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26 January 2008 | 1095 words | Work in Progress
TITLE: Borne Upon a Dark Wind: AU2
WARNINGS: AU, Dark, Rape, Sadism
DISC: Not true, never happened, total fantasy!
FEEDBACK: Always appreciated!
OK, back in um, holy crap, 2005, I was working on a Dark AU, Borne Upon a Dark Wind that dispensed with Ring, had Aragorn’s family line corrupted by and worshipping Sauron for a while, and Aragorn taking Faramir prisoner in Ithilien while conquering Ithilien. Luckily for Faramir, Rhisiart was there (a character sneakily based on Sean Bean’s Richard Sharpe, happy sigh). Now, that’s still incomplete yes I know I know I am sorry what can I say, I have all these ideas and no patience although I plan to get back to it someday. But recently, as always happens under pressure, I’ve been fantasizing a little more extreme storylines, so here’s what might happen is the plot had gone differently at one key moment in the original AU.
In the original, after Faramir has been rescued, Denethor comes to meet with Aragorn who tries to persuade him to send Faramir back, in exchange for Aragorn’s cousin, as surety of fair dealing for their agreements. In the original AU, Boromir and Rhisiart smuggle Faramir away because Denethor wants to think for a night, but what I kept coming back to recently was: what if it hadn’t happened that way? Here’s the answer!
So this story branches off into, well, an AU of the AU.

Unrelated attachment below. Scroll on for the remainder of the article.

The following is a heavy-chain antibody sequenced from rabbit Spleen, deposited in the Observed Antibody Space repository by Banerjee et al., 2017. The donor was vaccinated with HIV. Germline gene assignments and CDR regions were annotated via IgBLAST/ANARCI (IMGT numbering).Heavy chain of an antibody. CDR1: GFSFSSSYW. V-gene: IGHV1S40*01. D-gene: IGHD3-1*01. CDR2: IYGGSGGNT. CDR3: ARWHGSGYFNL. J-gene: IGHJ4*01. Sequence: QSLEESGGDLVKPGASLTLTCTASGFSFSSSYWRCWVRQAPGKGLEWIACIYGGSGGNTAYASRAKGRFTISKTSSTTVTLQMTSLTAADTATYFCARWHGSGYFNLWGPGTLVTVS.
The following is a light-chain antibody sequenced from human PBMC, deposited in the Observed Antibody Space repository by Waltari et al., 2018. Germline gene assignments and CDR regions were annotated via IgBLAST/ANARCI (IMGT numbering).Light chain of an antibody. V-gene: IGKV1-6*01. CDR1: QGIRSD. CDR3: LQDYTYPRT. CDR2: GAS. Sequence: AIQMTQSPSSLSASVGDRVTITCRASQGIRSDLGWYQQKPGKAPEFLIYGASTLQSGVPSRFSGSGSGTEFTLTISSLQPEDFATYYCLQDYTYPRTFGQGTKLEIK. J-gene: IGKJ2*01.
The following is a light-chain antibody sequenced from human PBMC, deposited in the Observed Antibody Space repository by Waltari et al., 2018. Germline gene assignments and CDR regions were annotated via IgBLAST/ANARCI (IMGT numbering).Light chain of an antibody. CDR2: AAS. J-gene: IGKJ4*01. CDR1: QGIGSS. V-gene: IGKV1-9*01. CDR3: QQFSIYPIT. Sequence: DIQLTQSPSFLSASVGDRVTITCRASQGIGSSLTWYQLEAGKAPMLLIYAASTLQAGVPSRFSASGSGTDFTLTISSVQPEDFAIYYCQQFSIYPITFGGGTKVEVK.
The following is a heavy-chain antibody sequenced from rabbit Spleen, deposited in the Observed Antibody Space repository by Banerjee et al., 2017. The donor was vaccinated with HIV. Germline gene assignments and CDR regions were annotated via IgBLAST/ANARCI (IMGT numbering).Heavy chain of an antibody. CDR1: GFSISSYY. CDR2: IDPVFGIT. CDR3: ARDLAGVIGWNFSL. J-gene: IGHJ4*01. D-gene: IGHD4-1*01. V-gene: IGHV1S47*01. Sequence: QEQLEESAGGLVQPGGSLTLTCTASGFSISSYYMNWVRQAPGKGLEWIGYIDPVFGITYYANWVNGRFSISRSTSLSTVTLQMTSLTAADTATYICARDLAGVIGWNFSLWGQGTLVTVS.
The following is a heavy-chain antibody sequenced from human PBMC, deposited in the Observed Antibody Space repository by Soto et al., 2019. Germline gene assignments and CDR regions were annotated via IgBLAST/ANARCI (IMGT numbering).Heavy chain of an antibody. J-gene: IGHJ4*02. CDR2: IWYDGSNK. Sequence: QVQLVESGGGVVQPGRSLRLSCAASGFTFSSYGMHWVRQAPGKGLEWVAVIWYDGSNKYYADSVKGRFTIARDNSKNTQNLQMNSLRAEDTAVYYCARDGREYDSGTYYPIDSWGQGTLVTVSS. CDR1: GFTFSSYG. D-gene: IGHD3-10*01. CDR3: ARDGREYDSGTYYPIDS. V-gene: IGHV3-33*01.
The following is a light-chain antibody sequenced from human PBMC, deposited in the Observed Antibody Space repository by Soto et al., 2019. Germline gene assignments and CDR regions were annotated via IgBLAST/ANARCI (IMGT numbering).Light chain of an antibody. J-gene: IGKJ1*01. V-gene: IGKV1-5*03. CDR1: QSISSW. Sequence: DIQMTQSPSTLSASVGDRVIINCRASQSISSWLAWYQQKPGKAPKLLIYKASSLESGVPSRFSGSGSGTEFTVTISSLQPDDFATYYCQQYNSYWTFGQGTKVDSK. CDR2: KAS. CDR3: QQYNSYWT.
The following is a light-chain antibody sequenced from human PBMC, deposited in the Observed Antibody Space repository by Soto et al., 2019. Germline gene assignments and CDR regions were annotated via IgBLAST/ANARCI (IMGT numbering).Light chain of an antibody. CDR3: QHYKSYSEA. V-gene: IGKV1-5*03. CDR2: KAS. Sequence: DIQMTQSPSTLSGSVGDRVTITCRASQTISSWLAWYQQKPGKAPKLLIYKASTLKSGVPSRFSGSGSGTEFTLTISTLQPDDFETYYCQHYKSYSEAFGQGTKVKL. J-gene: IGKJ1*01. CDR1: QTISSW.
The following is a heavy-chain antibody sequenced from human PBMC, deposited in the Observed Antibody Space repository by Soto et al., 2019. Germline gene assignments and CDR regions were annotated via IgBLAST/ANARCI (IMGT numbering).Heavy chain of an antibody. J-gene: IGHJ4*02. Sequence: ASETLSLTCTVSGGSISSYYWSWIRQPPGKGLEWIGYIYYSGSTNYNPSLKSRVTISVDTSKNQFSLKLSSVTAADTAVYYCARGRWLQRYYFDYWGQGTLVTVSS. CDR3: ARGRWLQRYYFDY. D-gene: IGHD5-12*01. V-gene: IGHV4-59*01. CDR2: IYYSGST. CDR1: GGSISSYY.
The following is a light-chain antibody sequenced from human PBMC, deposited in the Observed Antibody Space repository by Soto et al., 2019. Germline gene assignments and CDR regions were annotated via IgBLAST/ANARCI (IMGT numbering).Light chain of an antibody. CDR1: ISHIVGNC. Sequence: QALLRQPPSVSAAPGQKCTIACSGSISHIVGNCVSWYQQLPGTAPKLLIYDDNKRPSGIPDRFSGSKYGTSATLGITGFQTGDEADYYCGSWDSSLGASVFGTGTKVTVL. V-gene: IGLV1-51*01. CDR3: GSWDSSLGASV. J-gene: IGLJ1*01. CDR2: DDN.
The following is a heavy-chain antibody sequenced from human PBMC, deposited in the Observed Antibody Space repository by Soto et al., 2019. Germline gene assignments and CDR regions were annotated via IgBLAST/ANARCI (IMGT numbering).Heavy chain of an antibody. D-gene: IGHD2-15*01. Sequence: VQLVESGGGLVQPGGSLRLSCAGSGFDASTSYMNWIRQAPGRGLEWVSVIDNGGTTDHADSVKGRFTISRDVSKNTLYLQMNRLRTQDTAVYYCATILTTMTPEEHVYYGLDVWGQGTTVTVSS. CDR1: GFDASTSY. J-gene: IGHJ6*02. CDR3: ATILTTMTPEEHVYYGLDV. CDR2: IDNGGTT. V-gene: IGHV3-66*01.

The grey water stretched around the boat, ripples from the creaking oars lost in the current. Faramir sat, looking down at the water, forcing himself not to look up, not to confront Aragorn who sat in the prow.
Between them, two men rowed in easy rhythm.
The night mist gathered, curdling. Against the fading shades of day, Faramir saw the earlier scene, wondering if there was any moment when he could have changed the path that had led him here.
Denethor leaned back, dark eyes on Aragorn, and spoke. “You have sent messages that you and your master will cease fighting if granted undisputed rule over Ithilien and the withdrawal of Gondor’s forces from Osgiliath. Is that all?”
Aragorn nodded, hand wrapped around his goblet, long fingers still against the metal.
Faramir forced himself to look away.
“Earlier, you asked for much more. Why this sudden change?”
“My lord had hopes of achieving much more. He did not expect the failing might of Gondor to stand against the forces brought under his banner.” Aragorn raised his goblet to Boromir. “He miscalculated. I have told him that we cannot win this war.”
Denethor snorted, folding his hands on the polished wood. “The forces of Mordor are vast. Do you expect me to believe he could not bring another army against us?”
“Perhaps he could, but his forces have many duties. I have no desire to spend months sitting on the bank of Anduin and know that you have not yet lit the beacons to call Rohan.”
After an uncounted time, as the tent darkened, Denethor pushed his empty goblet away.
“If I accept your offer, what surety can you make that the next season will not bring another attack against my City?”